inkwell.vue.378 : Gary Greenberg, Manufacturing Depression
permalink #176 of 178: Linda Castellani (castle) Tue 12 Oct 10 23:36

I had to scribble.  Forgot that I was in a publicly-viewable
inkwell.vue.378 : Gary Greenberg, Manufacturing Depression
permalink #177 of 178: Mark McDonough (mcdee) Wed 13 Oct 10 04:39
Well at least those of us who read before you scribbled finally know
what happened to Judge Crater!
inkwell.vue.378 : Gary Greenberg, Manufacturing Depression
permalink #178 of 178: Gary Greenberg (gberg) Wed 13 Oct 10 07:38
And even when they do recommend or insist on therapy, psychiatrists
can be awfully naive about the effects of their prescriptions. 

Case in point: 60-year-old man, retired successful businessman,
getting divorced, divorce rancor at about a 6 or 7 on a scale of 1-10,
worst feature being that he and wife are still living together (house
is big enough to accommodate). He's listless and fatigued, an little
bored and restless, not going out much, napping a lot, avoiding friends
and other pleasurable activities, melancholy although not tearful--in
short, a textbook case of depression. Psychiatrist decides to put him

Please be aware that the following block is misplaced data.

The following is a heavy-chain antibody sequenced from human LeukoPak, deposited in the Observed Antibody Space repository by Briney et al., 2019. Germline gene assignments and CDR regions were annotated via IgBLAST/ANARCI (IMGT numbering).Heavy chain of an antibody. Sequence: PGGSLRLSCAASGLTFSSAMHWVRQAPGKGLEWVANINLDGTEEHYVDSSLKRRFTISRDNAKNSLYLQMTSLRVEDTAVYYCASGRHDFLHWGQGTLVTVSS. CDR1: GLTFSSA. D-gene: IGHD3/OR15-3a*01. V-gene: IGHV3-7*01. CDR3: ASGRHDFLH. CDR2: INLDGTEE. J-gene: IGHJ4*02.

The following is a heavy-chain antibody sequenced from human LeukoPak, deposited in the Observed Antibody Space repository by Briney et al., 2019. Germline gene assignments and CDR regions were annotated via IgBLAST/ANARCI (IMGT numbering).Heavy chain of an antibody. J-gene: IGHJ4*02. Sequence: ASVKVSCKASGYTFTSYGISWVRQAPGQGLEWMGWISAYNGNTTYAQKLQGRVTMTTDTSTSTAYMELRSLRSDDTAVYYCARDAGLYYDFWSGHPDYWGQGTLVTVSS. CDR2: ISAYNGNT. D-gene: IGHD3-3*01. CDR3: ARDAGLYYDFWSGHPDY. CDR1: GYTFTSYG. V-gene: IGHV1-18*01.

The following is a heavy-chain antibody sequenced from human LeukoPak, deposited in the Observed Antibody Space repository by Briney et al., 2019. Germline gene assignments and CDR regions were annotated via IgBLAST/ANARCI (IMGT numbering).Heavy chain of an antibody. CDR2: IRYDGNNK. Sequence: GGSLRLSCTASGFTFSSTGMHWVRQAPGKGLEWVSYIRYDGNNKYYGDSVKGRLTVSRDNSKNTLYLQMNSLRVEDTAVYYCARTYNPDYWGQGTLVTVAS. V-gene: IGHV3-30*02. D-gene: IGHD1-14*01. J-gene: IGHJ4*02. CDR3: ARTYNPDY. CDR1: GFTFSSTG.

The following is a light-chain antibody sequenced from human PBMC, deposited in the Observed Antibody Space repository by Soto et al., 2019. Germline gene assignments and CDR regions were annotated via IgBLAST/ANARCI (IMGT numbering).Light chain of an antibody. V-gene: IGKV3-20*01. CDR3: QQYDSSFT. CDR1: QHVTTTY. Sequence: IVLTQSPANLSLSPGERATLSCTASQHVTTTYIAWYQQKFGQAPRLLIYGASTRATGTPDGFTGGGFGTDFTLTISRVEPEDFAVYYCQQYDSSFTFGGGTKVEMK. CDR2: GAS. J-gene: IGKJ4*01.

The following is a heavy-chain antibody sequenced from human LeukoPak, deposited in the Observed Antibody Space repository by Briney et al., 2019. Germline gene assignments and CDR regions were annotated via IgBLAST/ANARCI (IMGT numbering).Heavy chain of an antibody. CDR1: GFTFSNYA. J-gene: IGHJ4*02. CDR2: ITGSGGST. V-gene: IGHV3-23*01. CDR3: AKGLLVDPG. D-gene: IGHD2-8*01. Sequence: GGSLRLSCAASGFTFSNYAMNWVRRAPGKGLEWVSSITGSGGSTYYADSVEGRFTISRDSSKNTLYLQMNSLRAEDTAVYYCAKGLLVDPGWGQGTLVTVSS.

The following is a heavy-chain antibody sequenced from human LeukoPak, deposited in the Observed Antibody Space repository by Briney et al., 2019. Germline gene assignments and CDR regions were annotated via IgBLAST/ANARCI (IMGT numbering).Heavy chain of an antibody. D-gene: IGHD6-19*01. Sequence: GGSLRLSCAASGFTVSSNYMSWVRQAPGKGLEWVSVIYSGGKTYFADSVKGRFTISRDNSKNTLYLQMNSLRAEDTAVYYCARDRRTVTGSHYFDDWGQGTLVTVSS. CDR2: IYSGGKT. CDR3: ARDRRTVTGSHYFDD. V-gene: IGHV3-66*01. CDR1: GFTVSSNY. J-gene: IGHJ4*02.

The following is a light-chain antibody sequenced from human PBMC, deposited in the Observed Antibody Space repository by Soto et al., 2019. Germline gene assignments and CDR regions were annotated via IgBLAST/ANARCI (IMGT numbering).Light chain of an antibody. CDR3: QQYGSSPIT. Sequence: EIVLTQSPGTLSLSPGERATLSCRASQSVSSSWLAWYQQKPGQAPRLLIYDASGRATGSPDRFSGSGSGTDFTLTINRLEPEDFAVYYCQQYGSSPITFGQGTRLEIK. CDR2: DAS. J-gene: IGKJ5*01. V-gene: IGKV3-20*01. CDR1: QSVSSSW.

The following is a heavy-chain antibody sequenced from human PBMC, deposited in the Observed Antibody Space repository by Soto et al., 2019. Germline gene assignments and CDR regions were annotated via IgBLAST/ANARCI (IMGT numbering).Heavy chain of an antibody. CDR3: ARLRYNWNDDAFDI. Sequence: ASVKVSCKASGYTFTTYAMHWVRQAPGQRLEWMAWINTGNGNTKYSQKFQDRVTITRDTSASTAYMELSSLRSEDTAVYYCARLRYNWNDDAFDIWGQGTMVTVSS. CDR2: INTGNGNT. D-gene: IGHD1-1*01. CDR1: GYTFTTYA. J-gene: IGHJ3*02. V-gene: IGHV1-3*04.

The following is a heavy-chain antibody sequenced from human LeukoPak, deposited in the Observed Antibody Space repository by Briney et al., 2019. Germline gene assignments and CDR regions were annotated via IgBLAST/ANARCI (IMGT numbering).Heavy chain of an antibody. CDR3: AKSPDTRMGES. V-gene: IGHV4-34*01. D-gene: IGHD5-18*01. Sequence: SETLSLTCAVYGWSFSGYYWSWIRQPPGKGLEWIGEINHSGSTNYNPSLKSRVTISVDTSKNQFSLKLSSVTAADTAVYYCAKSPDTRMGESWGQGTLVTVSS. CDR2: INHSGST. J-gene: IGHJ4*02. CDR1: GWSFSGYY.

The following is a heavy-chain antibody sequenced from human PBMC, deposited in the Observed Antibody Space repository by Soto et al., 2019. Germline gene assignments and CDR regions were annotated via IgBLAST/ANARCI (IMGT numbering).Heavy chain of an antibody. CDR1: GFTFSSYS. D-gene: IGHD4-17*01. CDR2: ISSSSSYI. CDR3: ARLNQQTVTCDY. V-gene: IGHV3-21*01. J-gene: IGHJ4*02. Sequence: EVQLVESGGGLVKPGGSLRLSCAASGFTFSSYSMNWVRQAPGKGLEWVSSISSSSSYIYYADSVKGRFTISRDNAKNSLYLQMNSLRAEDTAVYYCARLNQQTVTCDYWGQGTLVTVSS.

on Ritalin, because the thing he talks the most about is his malaise.
Stuff perks him right up, he starts going out, is less morose, more
engaged, etc. 

It's a good outcome in many ways, although important to remember that
Benzedrine was once the drug of choice for depression, and stimulants
have a way of losing effectiveness on mood. But he avoided the side
effects of antidepressants, got immediate results, and won't have to
worry about antidepressant withdrawal.

But she told him that the reason she gave him the Ritalin is that he
has adult ADHD. As proof, she gave him one of those 15-item scales
they're so fond of. Now, I've seen this guy on and off for a long time,
and it never crossed my mind that he had ADHD. He's been steadily
employed, built a successful business, but not the kind that relies on
quick hits and fast sales--a slow and steady buildup in a business that
requires long-term client relationships and lots of concentrated
work--been faithful in his marriage, etc., etc. He's got a lot of
interests, and many irons in the fire, which is probably why he tested
the way he did, but the guy just doesn't fit the profile. 

Being the drug libertarian that I am, I have no objection to the
prescription. But that doesn't mean the prescription is not a
problem--or, to be more precise that the diagnosis is not a problem,
and perhaps a worse problem than "masking his symptoms" or whatever.
His  diagnosis now has him thinking that he's got ADHD, and that this
is why he was suffering. This diagnosis will change his experience of
his life, the way he understands himself, and how he approaches
therapy. The most underrated side effect of all.

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